Photos courtesy of Arad Technologies LTD
Arad Group, owned by two agricultural communes in northern Israel, has invented a fly-by solution in the form of an airborne drone that quickly sizes up water meters and identifies leaks in the system. It could save up to 20% of the city of New York’s lost water from going down the drain.
According to Arad, the drone is completely GPS self-guided, and captures consumption data and information on theft, tampering, leaks and stuck meters from the company’s patented water-meter system. The drone is battery-powered and constructed of lightweight carbon fiber.
You can launch it with by hand and it returns via parachute. Arad calls it “powerful weaponry for water preservation.”
The company has recently made a sale in Texas and is in contact with many cities in America, India and the UK about the widespread deployment of its two-pound drone plane, monitored by a technician and a laptop. It can fly up to 900 feet above ground and detect leaks from the air.
Affluent regions and gated communities in America already use mobile units attached to vehicles to measure possible leaks in private homes. In some places, people with monitors walk the streets at night to pick up signals. However, this approach is labor-intensive, some of us don’t appreciate a lurking vehicle or person in our private communities, and estimates aren’t as accurate as they could be because of the lag time between reports, Arad Group CEO Dan Winter, tells ISRAEL21c.
As explained by Fast Company:
“Arad’s system is built around what looks like a standard meter. The difference is on the inside, where you’ll find 3G wireless technology, a microcontroller, and 20-year batteries.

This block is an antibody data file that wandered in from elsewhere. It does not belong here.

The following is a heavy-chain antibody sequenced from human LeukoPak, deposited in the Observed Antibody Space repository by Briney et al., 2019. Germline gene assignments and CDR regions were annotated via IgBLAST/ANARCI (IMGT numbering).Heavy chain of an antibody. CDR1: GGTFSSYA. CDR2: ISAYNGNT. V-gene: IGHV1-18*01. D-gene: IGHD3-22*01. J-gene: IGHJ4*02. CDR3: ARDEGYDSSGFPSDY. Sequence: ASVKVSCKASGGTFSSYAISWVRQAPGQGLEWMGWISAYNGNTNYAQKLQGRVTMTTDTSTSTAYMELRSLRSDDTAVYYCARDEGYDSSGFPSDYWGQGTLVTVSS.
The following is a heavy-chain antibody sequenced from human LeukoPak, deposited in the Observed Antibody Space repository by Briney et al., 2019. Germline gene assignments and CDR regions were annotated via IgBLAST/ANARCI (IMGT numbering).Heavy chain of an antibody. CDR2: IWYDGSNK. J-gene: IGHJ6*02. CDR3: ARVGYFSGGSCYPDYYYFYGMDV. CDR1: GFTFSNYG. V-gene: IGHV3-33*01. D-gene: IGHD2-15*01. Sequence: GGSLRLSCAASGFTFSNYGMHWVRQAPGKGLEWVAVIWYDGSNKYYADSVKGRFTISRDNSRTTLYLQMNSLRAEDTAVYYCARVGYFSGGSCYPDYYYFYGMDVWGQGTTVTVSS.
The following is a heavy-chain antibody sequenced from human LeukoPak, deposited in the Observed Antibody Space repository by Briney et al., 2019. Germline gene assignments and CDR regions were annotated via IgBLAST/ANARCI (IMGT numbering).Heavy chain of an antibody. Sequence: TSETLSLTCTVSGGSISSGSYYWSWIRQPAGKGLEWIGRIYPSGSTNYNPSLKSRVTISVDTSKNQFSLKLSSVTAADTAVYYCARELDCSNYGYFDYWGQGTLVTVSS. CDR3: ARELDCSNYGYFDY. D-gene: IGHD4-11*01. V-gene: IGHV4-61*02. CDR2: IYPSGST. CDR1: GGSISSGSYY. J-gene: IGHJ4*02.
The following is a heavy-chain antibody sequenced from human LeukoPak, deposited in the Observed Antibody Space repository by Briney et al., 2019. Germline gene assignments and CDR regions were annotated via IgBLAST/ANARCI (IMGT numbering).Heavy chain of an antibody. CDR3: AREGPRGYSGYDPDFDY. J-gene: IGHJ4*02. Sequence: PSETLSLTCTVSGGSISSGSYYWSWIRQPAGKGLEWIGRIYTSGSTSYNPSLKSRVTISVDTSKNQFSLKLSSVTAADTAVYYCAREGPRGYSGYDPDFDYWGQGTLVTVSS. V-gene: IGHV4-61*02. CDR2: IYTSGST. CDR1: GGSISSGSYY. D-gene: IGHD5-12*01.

Every 11 to 30 seconds, the system transmits data, which can be picked up by a drone (best for quickly covering big distances in remote areas) or by a drive-by or fixed-base reader. The data are then analyzed by computer to gauge how much water has been consumed, how much was lost, and even where tampering may have taken place. As a result, companies can save both water and man hours.”
Its largest cluster of clients is in the United States, and its next four biggest markets are now Brazil, China, India, and Russia — a quartet of emerging powers that suggests the size of both the problem and Arad’s ambition.
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Bought by utilities companies and installed citywide, “Our system actually sees the leaks,” Winter says. “It’s a water meter detector with a leak-detecting alarm inside the meter. Transmitting every 11 seconds, when the drone flies over the area, it can pick up leak alarms.”
The possibilities for Arad’s services go far beyond water. Winter sees potential for monitoring everything from municipal infrastructure, such as traffic lights, to security-camera networks — basically any complex system prone to localized failures and waste. And if Arad has its way, drones could soon be associated with saving, not destroying; life.
The drone can fly for about 90 minutes before it needs recharging and can be used for other practical purposes as well. Once it has monitored the water pipes in your neighborhood or condo, it can be fitted with a camera and sent out to take pictures of traffic jams.
“You could take it to places where there have been accidents, or to monitor traffic jams when you want to know the reason,” says Winter, noting that the drone can also be used for security surveillance in gated communities, when homeowners are absent for extended periods of time.
Last year Arad Group, founded in 1941, sold over $100 million in water meters, and signed a contract to supply the Indian city of Mumbai with water meters. More and more countries are now aware that water supplies and the energy needed to create them are not unlimited.
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